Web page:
It’s October, which means that Halloween is upon us. But more importantly than candy and ghouls, October is Breast Cancer Awareness Month (BCAM), an annual campaign to increase awareness of the disease, and I would hazard a guess that many people have been affected by breast cancer, whether it’s someone they know or receiving a diagnosis themselves. According to the National Breast Cancer Foundation, breast cancer is the second leading cause of cancer death among women, and the most commonly misdiagnosed cancer in women as well. On average, a woman is diagnosed with breast cancer every two minutes, with one woman dying of breast cancer every 13 minutes.From detection and diagnosis to prosthetics and implants, research to fundraising and awareness, 3D printing technology has been used often to help in the fight against breast cancer. Mechanical engineering technologist and social entrepreneur Nneile Nkholise is from South Africa, and works with manufacturing and prosthetic design to create artificial, 3D printed breast forms, in an effort to relieve the trauma suffered by women who have had mastectomies.
Nkholise founded a company in the Free State town of Thaba Schu in 2015, called the iMedTech Group, that uses 3D printing technology to manufacture breast prostheses.
“I’m passionate about technology and innovation in the healthcare and education sector,” Nkholise said.
She thought up the idea while studying and researching mechanical engineering for her Master’s degree at the Central University of Technology. She learned that women who have had a mastectomy could benefit from the same processes that are used to help patients with facial deformities and burn victims.
Her company uses innovative 3D modeling software to design the prostheses, which are then printed out layer by life-changing layer for breast cancer survivors in South Africa; silicone is then added inside. Nkholise is currently working on a very ambitious new goal: provide 1,000 3D printed breast prostheses to 1,000 women who would otherwise be unable to afford one.Nkholise and iMedTech Group are 3D printing the artificial breast replacements at a much lower cost than usual, which helps in her commitment to use emerging technology to solve social challenges – in South Africa, breast prostheses are not that common. She wants to make sure that medical products are easily accessible to the people in her country who need them the most.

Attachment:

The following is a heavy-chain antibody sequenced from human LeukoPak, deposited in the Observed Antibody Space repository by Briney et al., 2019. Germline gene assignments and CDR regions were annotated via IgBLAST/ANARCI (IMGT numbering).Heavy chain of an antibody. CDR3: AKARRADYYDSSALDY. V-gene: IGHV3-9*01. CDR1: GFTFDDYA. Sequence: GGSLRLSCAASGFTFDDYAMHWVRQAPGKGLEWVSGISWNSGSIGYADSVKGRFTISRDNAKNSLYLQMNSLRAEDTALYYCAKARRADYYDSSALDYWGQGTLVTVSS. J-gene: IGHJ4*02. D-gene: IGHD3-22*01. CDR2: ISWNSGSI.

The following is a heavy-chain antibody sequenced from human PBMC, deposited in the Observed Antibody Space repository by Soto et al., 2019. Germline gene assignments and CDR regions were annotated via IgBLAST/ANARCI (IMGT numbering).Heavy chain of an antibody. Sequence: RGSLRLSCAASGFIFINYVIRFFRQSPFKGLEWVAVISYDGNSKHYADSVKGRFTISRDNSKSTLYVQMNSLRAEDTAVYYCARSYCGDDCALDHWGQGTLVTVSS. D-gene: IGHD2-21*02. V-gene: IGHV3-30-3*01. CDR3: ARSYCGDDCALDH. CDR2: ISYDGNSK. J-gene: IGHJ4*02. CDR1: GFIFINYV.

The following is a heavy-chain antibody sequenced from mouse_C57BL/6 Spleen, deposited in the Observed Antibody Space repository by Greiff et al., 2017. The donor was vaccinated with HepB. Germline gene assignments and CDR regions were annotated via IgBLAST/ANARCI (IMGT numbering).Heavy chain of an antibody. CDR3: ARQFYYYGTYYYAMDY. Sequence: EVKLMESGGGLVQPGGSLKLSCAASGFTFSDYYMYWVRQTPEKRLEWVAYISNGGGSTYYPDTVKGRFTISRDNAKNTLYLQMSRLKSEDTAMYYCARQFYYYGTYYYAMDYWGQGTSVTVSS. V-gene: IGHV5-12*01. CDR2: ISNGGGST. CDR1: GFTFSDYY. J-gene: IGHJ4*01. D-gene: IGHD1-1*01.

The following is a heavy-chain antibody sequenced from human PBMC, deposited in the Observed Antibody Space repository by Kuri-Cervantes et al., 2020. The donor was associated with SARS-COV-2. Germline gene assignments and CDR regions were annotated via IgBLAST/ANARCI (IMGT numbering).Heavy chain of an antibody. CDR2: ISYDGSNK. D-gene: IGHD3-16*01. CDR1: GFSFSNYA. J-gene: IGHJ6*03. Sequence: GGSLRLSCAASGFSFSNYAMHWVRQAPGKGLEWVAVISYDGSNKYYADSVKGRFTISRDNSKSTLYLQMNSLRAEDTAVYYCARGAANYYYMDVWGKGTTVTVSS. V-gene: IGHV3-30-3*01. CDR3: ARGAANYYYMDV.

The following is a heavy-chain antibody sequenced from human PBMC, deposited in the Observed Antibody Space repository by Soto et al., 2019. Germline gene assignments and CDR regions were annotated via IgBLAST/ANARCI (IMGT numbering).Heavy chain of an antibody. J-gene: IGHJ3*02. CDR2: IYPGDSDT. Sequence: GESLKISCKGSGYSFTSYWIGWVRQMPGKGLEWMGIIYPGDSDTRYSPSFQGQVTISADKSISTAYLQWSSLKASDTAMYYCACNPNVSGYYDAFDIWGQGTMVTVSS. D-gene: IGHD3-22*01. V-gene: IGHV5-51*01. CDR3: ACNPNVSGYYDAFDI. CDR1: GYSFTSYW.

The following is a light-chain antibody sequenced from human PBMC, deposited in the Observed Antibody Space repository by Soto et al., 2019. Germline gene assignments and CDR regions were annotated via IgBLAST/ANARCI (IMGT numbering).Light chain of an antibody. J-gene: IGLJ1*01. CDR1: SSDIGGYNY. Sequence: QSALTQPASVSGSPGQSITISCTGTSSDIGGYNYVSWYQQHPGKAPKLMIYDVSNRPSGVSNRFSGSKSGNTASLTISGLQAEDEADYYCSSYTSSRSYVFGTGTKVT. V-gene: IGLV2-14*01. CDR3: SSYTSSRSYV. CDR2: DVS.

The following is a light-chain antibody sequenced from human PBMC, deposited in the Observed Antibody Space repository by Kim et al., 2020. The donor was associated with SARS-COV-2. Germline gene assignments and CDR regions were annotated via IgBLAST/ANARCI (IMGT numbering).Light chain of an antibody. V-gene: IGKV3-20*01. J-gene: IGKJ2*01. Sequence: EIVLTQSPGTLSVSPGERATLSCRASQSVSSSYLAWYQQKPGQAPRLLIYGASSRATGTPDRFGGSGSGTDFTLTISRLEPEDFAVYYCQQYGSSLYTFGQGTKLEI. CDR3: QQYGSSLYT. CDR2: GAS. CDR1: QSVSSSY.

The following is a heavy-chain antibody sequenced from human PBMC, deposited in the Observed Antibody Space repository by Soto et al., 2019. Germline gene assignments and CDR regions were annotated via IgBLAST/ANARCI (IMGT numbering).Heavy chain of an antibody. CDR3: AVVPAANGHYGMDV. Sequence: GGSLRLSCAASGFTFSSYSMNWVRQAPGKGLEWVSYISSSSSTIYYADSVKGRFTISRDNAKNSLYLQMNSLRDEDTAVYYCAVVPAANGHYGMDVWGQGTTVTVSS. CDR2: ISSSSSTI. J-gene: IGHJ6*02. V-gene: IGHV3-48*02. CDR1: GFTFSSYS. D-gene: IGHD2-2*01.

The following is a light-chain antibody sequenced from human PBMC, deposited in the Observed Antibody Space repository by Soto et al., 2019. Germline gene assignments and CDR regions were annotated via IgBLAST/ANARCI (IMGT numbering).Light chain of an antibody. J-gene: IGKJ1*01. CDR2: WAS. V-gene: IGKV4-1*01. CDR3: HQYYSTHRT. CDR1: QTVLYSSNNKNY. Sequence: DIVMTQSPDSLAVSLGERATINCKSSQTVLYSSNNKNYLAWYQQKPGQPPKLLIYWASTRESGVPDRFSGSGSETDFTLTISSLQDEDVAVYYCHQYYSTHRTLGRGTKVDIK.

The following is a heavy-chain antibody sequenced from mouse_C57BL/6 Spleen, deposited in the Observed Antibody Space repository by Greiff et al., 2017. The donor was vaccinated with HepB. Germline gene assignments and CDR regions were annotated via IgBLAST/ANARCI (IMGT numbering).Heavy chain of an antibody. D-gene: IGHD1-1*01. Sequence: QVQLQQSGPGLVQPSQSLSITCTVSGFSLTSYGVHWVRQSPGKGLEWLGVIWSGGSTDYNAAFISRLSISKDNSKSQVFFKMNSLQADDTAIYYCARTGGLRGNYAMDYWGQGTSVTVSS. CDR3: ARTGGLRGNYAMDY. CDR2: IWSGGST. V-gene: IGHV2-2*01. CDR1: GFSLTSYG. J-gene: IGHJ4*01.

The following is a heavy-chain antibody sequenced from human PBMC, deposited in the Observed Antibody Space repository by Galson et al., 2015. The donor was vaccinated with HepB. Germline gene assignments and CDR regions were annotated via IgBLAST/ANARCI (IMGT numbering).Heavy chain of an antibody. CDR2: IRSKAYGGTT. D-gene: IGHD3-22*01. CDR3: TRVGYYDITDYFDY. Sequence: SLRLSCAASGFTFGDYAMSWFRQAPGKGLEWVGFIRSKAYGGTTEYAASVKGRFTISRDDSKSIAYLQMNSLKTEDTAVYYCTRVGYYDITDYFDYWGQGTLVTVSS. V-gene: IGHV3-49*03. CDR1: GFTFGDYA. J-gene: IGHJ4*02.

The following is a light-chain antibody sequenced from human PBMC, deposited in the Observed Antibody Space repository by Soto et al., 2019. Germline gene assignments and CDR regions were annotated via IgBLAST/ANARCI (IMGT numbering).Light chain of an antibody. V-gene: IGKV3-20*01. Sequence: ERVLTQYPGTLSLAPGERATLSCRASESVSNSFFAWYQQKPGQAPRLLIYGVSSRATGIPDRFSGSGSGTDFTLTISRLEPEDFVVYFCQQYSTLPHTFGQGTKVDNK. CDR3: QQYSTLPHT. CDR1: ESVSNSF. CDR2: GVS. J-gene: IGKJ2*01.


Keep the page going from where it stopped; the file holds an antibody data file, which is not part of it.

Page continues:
“Health is critical to nation building,” Nkholise said.
It looks like Neyne Breast Prosthetics is lending a hand to the cause, and from the looks of a video about her work, it appears that Nkholise uses a Zortrax M200 3D printer to produce the prostheses. She also uses 3D printers to make components for a game she created, called Minute Words, that’s used to make building vocabulary more fun for students in primary school.
As we know, it’s not always easy to be a minority in the tech field, but Nkholise isn’t letting that get in her way of changing the perception the world seems to have about what women, especially women from small towns, can do to improve technological advancements. Her company mainly hires African women, younger than 30, who have research experience in mechanical engineering.
Last year, she was recognized at the World Economic Forum as one of the top female innovators from Africa, and also represented her country at the Global Entrepreneurship Summit in San Francisco. Nkholise has also participated in the Tony Elumelu Foundation and the Discovery Entrepreneurs MedTech Silicon Valley program, and was the subject of a feature in Forbes Africa Women magazine.
When asked about her future plans, Nkholise told fin 24, “I am passionate about cancer and would one day want to open a research centre for breast cancer because I am already rooted in research.”
“Right now my focus is on growing the company, building a strong team. It’s not just about creating the product, it’s about the research too.”
Discuss this and other 3D printing topics at 3DPrintBoard.com, or share your thoughts below.[Source: Beautiful News]